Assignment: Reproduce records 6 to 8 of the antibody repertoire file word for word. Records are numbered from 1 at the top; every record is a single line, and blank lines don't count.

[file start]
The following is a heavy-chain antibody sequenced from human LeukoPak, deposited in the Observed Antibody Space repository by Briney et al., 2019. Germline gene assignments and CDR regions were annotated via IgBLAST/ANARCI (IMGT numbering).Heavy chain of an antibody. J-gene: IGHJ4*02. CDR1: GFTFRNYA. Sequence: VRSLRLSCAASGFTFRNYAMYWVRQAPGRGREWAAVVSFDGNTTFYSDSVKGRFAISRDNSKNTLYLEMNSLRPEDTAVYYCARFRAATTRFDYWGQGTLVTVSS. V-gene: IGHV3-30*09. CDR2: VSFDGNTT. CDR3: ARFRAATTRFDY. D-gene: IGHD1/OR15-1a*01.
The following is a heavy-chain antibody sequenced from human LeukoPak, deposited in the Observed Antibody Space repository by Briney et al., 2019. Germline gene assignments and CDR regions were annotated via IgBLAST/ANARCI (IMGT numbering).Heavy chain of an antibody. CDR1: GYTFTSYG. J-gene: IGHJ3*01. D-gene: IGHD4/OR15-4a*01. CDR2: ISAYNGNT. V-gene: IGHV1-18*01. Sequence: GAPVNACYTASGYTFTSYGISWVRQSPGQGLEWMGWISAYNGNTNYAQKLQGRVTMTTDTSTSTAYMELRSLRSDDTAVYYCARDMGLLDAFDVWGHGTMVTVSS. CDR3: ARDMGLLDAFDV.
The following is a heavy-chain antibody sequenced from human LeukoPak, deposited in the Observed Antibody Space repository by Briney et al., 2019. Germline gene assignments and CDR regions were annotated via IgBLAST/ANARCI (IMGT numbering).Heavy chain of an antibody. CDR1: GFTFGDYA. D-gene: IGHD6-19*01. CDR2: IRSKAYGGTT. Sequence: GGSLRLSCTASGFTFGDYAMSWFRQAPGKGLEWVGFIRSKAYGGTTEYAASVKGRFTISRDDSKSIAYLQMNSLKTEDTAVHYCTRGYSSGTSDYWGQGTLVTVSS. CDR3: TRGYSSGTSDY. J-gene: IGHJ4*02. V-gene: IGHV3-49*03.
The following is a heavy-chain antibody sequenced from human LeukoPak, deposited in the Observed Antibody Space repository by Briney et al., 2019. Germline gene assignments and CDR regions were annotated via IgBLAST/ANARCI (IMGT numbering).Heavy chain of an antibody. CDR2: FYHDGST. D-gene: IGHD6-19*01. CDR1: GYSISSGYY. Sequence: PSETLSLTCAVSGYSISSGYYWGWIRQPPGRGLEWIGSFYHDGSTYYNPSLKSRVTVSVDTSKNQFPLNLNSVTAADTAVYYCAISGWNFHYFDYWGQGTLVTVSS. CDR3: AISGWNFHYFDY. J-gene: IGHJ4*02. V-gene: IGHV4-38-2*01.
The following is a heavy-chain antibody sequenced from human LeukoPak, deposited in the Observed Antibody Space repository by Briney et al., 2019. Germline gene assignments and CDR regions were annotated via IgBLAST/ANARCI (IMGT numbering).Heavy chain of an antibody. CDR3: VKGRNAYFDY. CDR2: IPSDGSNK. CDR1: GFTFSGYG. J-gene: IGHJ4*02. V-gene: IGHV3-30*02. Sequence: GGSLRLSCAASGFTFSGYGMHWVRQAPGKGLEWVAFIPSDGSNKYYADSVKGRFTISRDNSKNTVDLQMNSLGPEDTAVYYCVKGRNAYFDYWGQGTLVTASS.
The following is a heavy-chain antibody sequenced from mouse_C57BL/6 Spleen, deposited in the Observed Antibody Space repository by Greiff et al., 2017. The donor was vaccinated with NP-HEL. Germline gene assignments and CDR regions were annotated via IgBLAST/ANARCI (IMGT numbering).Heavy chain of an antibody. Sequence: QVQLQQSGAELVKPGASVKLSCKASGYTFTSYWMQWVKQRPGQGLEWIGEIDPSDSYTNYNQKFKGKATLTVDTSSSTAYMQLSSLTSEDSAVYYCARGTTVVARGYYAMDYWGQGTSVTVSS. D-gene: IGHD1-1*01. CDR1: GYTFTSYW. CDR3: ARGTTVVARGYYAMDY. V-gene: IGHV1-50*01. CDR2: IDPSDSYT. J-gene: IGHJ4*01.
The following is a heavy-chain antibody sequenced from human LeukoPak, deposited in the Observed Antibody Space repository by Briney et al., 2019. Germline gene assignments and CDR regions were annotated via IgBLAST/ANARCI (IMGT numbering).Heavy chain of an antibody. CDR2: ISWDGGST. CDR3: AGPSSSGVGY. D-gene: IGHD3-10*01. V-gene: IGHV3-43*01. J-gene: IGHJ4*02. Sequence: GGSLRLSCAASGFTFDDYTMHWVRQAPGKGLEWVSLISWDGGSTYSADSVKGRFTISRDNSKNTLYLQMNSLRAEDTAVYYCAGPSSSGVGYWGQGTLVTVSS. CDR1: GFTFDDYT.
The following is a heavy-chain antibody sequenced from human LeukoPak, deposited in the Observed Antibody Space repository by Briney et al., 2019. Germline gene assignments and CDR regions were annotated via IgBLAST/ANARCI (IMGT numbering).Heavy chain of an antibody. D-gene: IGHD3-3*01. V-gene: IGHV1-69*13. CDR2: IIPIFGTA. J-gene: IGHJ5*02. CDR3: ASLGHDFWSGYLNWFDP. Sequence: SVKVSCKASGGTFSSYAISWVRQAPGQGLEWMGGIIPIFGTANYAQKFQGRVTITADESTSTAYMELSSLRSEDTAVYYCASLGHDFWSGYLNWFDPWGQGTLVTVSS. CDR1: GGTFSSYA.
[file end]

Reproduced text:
The following is a heavy-chain antibody sequenced from mouse_C57BL/6 Spleen, deposited in the Observed Antibody Space repository by Greiff et al., 2017. The donor was vaccinated with NP-HEL. Germline gene assignments and CDR regions were annotated via IgBLAST/ANARCI (IMGT numbering).Heavy chain of an antibody. Sequence: QVQLQQSGAELVKPGASVKLSCKASGYTFTSYWMQWVKQRPGQGLEWIGEIDPSDSYTNYNQKFKGKATLTVDTSSSTAYMQLSSLTSEDSAVYYCARGTTVVARGYYAMDYWGQGTSVTVSS. D-gene: IGHD1-1*01. CDR1: GYTFTSYW. CDR3: ARGTTVVARGYYAMDY. V-gene: IGHV1-50*01. CDR2: IDPSDSYT. J-gene: IGHJ4*01.
The following is a heavy-chain antibody sequenced from human LeukoPak, deposited in the Observed Antibody Space repository by Briney et al., 2019. Germline gene assignments and CDR regions were annotated via IgBLAST/ANARCI (IMGT numbering).Heavy chain of an antibody. CDR2: ISWDGGST. CDR3: AGPSSSGVGY. D-gene: IGHD3-10*01. V-gene: IGHV3-43*01. J-gene: IGHJ4*02. Sequence: GGSLRLSCAASGFTFDDYTMHWVRQAPGKGLEWVSLISWDGGSTYSADSVKGRFTISRDNSKNTLYLQMNSLRAEDTAVYYCAGPSSSGVGYWGQGTLVTVSS. CDR1: GFTFDDYT.
The following is a heavy-chain antibody sequenced from human LeukoPak, deposited in the Observed Antibody Space repository by Briney et al., 2019. Germline gene assignments and CDR regions were annotated via IgBLAST/ANARCI (IMGT numbering).Heavy chain of an antibody. D-gene: IGHD3-3*01. V-gene: IGHV1-69*13. CDR2: IIPIFGTA. J-gene: IGHJ5*02. CDR3: ASLGHDFWSGYLNWFDP. Sequence: SVKVSCKASGGTFSSYAISWVRQAPGQGLEWMGGIIPIFGTANYAQKFQGRVTITADESTSTAYMELSSLRSEDTAVYYCASLGHDFWSGYLNWFDPWGQGTLVTVSS. CDR1: GGTFSSYA.